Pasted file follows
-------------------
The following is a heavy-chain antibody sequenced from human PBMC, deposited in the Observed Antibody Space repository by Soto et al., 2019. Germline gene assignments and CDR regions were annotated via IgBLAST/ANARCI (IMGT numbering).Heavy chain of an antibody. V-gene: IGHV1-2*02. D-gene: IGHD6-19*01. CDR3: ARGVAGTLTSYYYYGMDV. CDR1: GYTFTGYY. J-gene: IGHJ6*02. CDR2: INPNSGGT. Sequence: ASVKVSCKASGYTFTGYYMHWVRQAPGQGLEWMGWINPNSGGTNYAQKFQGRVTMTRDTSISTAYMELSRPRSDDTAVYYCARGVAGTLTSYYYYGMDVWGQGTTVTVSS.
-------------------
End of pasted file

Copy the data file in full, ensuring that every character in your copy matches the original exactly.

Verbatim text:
The following is a heavy-chain antibody sequenced from human PBMC, deposited in the Observed Antibody Space repository by Soto et al., 2019. Germline gene assignments and CDR regions were annotated via IgBLAST/ANARCI (IMGT numbering).Heavy chain of an antibody. V-gene: IGHV1-2*02. D-gene: IGHD6-19*01. CDR3: ARGVAGTLTSYYYYGMDV. CDR1: GYTFTGYY. J-gene: IGHJ6*02. CDR2: INPNSGGT. Sequence: ASVKVSCKASGYTFTGYYMHWVRQAPGQGLEWMGWINPNSGGTNYAQKFQGRVTMTRDTSISTAYMELSRPRSDDTAVYYCARGVAGTLTSYYYYGMDVWGQGTTVTVSS.